WHAT HAPPENED TO ECONOMIC OPPORTUNITY IN WISCONSIN?
Dr. Robert Kraig (Executive Director of Citizen Action of Wisconsin), spoke in Wausau on rising poverty rates in Wisconsin.
Since 2001 the middle class of Wisconsin has shrunk the most of any state, according to a recent Pew Research Center report. Clearly this is a bi-partisan problem. The job growth since 2008 has been in service jobs with poverty wages.
According to DIP (Department of Public Instruction) Chart for Free Lunches, many Wisconsin children are in poverty. In Wausau the rate of children eligible for free lunch at school is 50%.
To change the thinking about poverty, we need constant repetition. Keep repeating that it is for the common good to raise wages. It is bad for the economy when people don’t make enough money to keep on consuming. “It is an easily understood idea that when people have more money in their pockets to afford the basics, it helps the local economy and creates more jobs,” says Kraig.
One thing lacking in Wisconsin’s approach to job growth is strategy. There is no strategy for how WEDC (Wisconsin Economic Development Corporation) spends its money. No one is held accountable and there is no connection to the goal of ridding poverty or any other goal for the common good.
WEDC spends $800 million in Wisconsin to produce jobs, with no strategy and no goals. It gives dollars to companies that outsource jobs out of Wisconsin. Where is the public interest in all of this?
Nationwide, the US spends $80 billion to keep companies within a state or to move companies from one state across the border to another. Think what $80 billion could do to eradicate poverty. Clearly, a strategy is needed with systems and accountability.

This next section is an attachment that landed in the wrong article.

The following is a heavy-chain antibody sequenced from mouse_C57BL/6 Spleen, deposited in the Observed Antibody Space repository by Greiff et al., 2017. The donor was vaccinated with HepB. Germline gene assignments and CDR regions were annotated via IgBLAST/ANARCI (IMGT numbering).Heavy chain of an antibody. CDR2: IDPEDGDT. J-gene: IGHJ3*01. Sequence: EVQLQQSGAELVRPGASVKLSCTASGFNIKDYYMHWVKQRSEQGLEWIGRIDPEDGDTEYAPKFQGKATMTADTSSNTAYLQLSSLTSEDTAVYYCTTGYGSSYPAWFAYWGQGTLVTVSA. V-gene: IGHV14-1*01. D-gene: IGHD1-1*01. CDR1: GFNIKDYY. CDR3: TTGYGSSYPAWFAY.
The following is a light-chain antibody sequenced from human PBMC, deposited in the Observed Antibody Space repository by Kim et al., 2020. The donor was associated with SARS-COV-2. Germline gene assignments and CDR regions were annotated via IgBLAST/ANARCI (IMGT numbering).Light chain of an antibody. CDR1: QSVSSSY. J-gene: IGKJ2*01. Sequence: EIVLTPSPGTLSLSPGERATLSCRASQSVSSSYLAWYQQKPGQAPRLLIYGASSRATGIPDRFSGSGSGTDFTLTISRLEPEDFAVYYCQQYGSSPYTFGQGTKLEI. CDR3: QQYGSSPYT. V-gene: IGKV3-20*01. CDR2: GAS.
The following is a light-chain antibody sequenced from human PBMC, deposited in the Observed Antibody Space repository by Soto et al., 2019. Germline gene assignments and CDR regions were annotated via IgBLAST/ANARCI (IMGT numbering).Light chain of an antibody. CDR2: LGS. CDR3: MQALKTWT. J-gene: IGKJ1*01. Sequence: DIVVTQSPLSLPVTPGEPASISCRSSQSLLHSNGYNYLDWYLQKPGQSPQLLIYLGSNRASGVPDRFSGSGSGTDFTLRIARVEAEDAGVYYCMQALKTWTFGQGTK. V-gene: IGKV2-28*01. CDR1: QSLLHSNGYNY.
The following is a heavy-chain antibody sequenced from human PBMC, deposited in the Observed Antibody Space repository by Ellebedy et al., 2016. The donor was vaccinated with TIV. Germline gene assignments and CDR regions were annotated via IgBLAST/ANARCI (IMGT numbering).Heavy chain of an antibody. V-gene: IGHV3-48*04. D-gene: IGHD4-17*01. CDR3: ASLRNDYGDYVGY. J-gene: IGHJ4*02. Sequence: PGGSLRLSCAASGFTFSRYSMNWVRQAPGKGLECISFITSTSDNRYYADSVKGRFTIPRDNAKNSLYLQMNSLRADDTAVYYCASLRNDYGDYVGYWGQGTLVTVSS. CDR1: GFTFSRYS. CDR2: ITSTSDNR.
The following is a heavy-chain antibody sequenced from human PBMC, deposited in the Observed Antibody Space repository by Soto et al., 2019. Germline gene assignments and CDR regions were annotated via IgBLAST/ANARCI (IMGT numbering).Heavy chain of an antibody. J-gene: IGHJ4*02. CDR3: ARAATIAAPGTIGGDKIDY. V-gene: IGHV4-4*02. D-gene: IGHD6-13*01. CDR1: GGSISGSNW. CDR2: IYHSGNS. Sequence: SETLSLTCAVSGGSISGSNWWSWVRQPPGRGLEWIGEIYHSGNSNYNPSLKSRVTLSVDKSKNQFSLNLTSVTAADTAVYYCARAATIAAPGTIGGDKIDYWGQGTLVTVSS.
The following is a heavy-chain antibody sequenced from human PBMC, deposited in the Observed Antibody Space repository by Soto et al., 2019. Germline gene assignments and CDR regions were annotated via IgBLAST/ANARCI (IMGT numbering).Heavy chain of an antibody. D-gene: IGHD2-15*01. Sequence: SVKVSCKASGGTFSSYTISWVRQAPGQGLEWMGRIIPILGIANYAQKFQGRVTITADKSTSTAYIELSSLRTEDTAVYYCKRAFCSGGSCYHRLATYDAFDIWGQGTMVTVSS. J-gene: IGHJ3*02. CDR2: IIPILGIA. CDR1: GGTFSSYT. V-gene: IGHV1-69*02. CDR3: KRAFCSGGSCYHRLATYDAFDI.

Kraig used the example of England and its anti-poverty system. In the early 1990’s, the child poverty in England was 30 per cent. England set a goal to rid poverty by 2020.
Their strategy included a social program for job training, child care, transportation and housing. Each program was carefully tracked. The programs were evidence-based. If the programs worked, they were kept. If not successful, the programs were stopped.
Economic development was connected with the goal of elimination of poverty.
Churches and foundations were welcomed to work with the English government. The approach was successful with the poverty rate of children reduced by 2/3 in England.
Kraig proposed a faith-based anti-poverty plan for Wisconsin.
- Establish the goal of cutting poverty 50 percent in 10 years in Wisconsin.
- Base it on evidence and careful accounting.
- Measure the results of the programs and adjust accordingly.
- A strong commitment to the goal is needed. The goal cannot be changed with the change of governor or legislature.
The best way to use investments is to help the most people. Advance a common goal, one that the entire state focuses on. Move beyond blaming and finding fault. Commit to the goal and put the strategies in place. Hold to the time line of 10 years.
Some things we can only provide together. This needs to be explained over and over and over. Government is what we make of it. Use it for the most good for the most people.
Change at first comes very slowly, but then public opinion can change rapidly.
The event was sponsored by AAUW (Association of American University Women)-Wausau Branch and WIPPS (Wisconsin Institute for Public Policy and Service).